Lincoln Center is the site of more than 3,000 performances and events each year. Regular series include American Songbook, a celebration of American songwriting held in the Appel Room of the Frederick P. Rose Hall, which is several blocks from the main Lincoln Center campus, in the Time Warner Center at Columbus Circle. Opened in 2004, this hall is home to Jazz at Lincoln Center, and its acoustics were designed specifically for jazz performances. In addition to the Appel Room, Rose Hall includes the larger Rose Theater and Dizzy’s Club Coca-Cola, a supper club with drinks, food, and an ever-changing roster of performers.
Another regular series, the summertime Mostly Mozart Festival, celebrated its 50th anniversary in 2016. It began as an event devoted exclusively to Mozart, but it has grown to include performances of works by Mozart contemporaries and those inspired by him. (Nearly every year includes a performance of Mozart’s Jupiter Symphony, however, which is not to be missed.) Also held in the summer, Midsummer Night’s Swing is an outdoor dance party, held at the center’s Damrosch Park, on the south side of the Met. Live bands play everything from mambo to disco, salsa to country music, for attendees to dance to. Outdoor concerts are held in the park as well.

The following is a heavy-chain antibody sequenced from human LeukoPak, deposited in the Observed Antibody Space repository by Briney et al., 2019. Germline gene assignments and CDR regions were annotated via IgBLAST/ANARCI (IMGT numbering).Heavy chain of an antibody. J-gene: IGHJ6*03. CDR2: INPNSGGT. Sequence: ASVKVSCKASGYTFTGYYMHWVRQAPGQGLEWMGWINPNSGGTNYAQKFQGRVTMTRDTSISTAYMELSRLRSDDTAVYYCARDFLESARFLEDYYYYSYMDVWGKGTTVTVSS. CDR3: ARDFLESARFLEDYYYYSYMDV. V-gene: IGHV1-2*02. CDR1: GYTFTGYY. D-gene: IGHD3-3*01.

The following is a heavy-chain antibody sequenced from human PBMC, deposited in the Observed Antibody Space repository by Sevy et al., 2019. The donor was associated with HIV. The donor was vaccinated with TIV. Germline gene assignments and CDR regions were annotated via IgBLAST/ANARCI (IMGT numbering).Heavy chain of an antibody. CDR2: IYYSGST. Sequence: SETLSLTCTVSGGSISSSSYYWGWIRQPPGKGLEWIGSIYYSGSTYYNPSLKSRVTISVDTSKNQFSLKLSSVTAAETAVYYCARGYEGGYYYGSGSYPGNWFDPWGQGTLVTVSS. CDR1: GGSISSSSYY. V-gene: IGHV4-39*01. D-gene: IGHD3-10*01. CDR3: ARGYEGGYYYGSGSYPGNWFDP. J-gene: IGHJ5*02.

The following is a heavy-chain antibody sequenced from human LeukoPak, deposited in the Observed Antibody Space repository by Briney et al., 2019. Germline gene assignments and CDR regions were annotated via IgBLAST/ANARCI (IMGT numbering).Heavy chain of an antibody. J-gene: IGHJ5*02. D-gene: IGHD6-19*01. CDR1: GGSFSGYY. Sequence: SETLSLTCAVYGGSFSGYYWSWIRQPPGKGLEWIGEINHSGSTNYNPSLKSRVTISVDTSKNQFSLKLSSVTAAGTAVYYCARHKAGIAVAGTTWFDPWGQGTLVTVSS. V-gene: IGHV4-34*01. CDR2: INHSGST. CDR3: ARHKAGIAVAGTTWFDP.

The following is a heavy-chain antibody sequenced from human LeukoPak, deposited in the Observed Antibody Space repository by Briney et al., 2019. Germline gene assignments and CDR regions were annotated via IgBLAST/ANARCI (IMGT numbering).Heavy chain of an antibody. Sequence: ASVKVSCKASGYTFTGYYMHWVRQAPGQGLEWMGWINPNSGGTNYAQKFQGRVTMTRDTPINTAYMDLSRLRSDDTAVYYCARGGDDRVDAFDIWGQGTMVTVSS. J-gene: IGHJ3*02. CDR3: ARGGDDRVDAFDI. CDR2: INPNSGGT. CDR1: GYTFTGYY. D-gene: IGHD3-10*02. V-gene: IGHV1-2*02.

While Lincoln Center is dedicated to the performing arts, the fine arts have a place here as well. Among the best-known pieces in its collection are two vibrant 36-foot-high paintings by Marc Chagall, “The Sources of Music” and “The Triumphs of Music.” Visible through the towering arched windows of the Met even as you climb the steps to the plaza, they have graced its lobby since the Met opened. Elsewhere in the Met hangs a Julian Schnabel portrait of tenor Plácido Domingo. A mobile by Kiki Smith titled “Overture” hangs over the bar in the Vivian Beaumont Theater. “Numbers, 1964,” the only public commissioned work by Jasper Johns, is among the artworks adorning the Koch Theater; in the upper left corner you can spy the footprint of choreographer and Johns friend Merce Cunningham. Also commissioned for Lincoln Center was “Reclining Figure,” a six-ton, two-piece bronze sculpture by Henry Moore, though the pool of water for which it was designed no longer exists; the work now resides in another pool on the Lincoln Center campus, between Geffen Hall and the Vivian Beaumont. And outside the Vivian Beaumont is “Le Guichet,” an abstract metal sculpture by Alexander Calder meant to evoke a ticket counter.
While Lincoln Center is home to dance, music, and theater companies, its campus, with its plazas and parks, fountains and reflecting pools, has become a destination even for those not attending a performance—and a distillation of New York culture at its finest.